The move carries it with considerable political risks. The measure takes effect from 2013, so before the country will have seen the benefits of welfare reform. Also families with one earner on £44,000 a year don’t consider themselves to be rich; there is already considerable irritation at how Gordon Brown’s policy of fiscal drag has pulled so many people into the higher rate — by the end of Brown’s tenure at the Treasury twice as many people were paying the higher rate than before — and now being told that you’ll lose your child benefit because you’re a higher rate tax payer will exacerbate this feeling. There are going to be lots of discrepancies for the press to report on; households with an income of £80,000 a year but without a higher rate taxpayer.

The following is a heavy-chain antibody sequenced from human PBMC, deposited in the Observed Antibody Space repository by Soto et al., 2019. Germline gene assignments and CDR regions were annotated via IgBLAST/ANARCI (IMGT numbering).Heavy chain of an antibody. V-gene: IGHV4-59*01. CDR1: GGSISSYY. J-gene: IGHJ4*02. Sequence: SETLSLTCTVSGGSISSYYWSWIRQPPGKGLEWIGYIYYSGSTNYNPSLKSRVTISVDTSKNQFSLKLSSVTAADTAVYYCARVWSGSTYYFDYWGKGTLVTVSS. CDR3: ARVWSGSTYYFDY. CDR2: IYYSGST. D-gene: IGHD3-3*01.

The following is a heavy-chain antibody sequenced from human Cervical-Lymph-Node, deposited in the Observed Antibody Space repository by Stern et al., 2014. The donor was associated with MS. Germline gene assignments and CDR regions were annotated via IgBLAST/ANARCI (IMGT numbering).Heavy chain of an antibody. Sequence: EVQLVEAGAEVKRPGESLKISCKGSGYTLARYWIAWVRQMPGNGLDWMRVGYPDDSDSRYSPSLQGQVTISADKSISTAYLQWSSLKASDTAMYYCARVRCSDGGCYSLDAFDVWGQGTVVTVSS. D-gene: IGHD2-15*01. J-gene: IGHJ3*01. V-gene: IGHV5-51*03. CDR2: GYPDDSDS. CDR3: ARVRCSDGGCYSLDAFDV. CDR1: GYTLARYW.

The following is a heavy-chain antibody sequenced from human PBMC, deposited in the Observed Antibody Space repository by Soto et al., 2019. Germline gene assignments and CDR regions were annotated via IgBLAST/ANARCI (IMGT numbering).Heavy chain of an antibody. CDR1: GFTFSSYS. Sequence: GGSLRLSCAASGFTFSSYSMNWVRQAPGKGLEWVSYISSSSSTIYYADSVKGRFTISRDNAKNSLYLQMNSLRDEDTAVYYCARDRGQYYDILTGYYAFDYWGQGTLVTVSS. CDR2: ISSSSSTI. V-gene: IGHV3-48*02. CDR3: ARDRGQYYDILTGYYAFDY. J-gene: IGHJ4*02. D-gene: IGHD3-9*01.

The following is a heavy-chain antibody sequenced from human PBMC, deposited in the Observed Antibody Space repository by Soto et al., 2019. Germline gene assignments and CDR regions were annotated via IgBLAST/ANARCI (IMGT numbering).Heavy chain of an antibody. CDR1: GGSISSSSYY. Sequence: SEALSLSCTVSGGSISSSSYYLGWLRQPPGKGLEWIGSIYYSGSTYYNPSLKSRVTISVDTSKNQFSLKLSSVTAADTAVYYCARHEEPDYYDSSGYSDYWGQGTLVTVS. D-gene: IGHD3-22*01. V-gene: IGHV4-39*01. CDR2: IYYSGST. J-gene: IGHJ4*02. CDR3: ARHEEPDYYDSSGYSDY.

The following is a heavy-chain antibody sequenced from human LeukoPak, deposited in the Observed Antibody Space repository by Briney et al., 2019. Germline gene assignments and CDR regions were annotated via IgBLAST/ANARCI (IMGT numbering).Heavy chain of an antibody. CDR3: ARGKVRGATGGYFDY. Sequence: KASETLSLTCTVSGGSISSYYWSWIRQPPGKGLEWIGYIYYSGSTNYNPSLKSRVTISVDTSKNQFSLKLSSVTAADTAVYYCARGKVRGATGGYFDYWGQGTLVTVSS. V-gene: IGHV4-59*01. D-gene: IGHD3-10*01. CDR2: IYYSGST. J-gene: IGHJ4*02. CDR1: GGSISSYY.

During the Labour leadership contest, Ed Miliband was an ardent defender of the need for universal benefits so we can expect him to oppose this measure. But if he backs the overall welfare reform package, as reports have indicated he will, then the Tories will claim there is another black hole in his fiscal plans.